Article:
The businessman who hired an ex-Royal Marine to plant fake bombs outside the chambers of two barristers against whom he had a vendetta has been jailed for eight years and two months.
Judge Simon Mayo KC accused Jonathan Nuttall of “a malicious, bold and extremely serious attack on those involved in the administration of justice”.
Mr Nuttall, 50, recruited Michael Broddle, 47, to plant two packages resembling explosive devices at Gray’s Inn on 14 September 2021.
Andrew Sutcliffe KC and Anne Jeavons had both acted for the National Crime Agency (NCA) in the recovery of £1.4m from Ms Nuttall’s wife in 2019 over suspicions of money laundering by the pair and in subsequent hearings.
Following the convictions last month, Mr Broddle was jailed for seven years and Mr Nuttall’s driver, Michael Sode, 59, for six years and six months.
The judge described the fake bombs as “a concerted effort to interfere with the administration of justice by targeting two members of the bar who were instructed on behalf of the NCA to prosecute Nuttall and his wife in civil recovery proceedings.
“Furthermore, the fact that the leaving of the devices was committed against the background of a campaign of surveillance and intended intimidation of those barristers make the offending all the more serious.
“The objective of your offending was truly exceptional. In my judgement, your purpose was to derail, or at least seriously disrupt, those proceedings by intimidating the two barristers involved.”
The former marine set off smoke grenades causing buildings to be evacuated. He filmed himself wearing a white faceless horror mask as he printed out notes addressed to Mr Sutcliffe, which included a vile threat to the barrister’s daughter.
Mr Nuttall and Mr Sode denied but were convicted of two counts of conspiracy to place an article with intent to induce the belief it would explode or ignite. They were also found guilty of conspiracy to transfer criminal property.
Mr Nuttall was further convicted of three counts of failing to comply with a notice by failing to disclose the PIN or passcode of phones and devices to police. Mr Sode was convicted of one count of the same charge.
Mr Broddle admitted two counts of placing an article with intent and possession of an explosive substance.
One device was left near a bench on the Gray’s Inn estate while the other was left outside 3 Verulam Buildings. Offices were evacuated, roads cordoned off and 85 police officers were called.
The packages addressed to Mr Sutcliffe were not real explosives and vibrated because a nose and ear trimmer had been placed inside.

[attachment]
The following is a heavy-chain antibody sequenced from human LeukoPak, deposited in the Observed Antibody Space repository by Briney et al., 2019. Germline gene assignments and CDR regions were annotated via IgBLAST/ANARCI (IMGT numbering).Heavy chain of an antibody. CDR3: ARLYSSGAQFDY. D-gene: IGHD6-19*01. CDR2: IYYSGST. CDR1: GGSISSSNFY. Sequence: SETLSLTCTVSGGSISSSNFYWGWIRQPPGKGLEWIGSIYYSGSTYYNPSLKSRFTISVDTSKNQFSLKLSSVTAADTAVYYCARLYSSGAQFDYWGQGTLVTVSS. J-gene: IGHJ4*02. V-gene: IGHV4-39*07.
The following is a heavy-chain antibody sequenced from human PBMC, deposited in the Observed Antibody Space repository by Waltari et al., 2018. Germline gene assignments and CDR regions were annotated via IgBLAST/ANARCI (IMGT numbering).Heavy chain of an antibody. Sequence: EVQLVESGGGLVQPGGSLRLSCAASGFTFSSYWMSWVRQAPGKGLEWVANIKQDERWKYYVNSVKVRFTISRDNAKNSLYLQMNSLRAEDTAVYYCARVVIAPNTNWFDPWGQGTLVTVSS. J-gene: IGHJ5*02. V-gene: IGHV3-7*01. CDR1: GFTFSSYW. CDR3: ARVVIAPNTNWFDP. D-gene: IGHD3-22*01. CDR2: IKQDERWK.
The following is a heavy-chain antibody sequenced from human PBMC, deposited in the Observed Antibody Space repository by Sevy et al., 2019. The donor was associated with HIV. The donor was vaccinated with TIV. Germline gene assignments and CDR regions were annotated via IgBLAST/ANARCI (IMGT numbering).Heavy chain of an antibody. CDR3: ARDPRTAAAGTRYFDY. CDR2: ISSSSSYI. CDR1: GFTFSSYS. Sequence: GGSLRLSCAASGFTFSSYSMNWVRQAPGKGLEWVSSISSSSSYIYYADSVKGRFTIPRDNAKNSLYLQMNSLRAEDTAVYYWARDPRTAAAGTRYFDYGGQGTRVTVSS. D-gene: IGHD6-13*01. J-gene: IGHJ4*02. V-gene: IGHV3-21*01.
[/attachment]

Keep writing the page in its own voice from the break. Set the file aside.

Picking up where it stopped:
Mr Nuttall’s barrister, George Carter-Stephenson KC, told the court that he had not intended to undermine the justice system and simply had a vendetta against Mr Sutcliffe and Ms Jeavons.
In a victim impact statement read to court, Mr Sutcliffe said he was “deeply distressed and shocked” by what had happened – and what had been planned with the threats to his family.
“The court will be able to imagine the profound impact the defendant’s vendetta against me has had upon me and my family. The defendants have achieved what they set out to achieve to disrupt the NCA proceedings.
“It is self-evident that wasted time and costs will have resulted from the change of counsel before trial. I am not aware of counsel ever being targeted in this way before in order to disrupt legal proceedings in the UK.”
In her impact statement, Ms Jeavons said: “It seems to me Mr Nuttall needed a target to focus his frustration and became obsessed with the idea that removing Mr Sutcliffe and me from the case was the solution.
“But we are not the reason these for proceedings and those will continue without us with a new counsel team who will also be simply doing their job. His actions have been malicious and vitriolic and the impact on me and my family has been significant…
“I have been left angry and shaken – angry at the lies intended to undermine my personal and professional life, angry at the threats to my family, angry at the arrogance and contempt displayed by Mr Nuttall to the legal process.
“I remain worried about what further vengeful acts he might pursue in the future.”
Salma Malali, representing Mr Broddle, said: “In financial difficulties he made some bad choices. ‘What he wanted me to convey is how genuinely sorry he is to the staff at Gray’s Inn, those at 3VB, Andrew Sutcliffe, KC, Anne Jeavons and his children. He wants to be a better man.”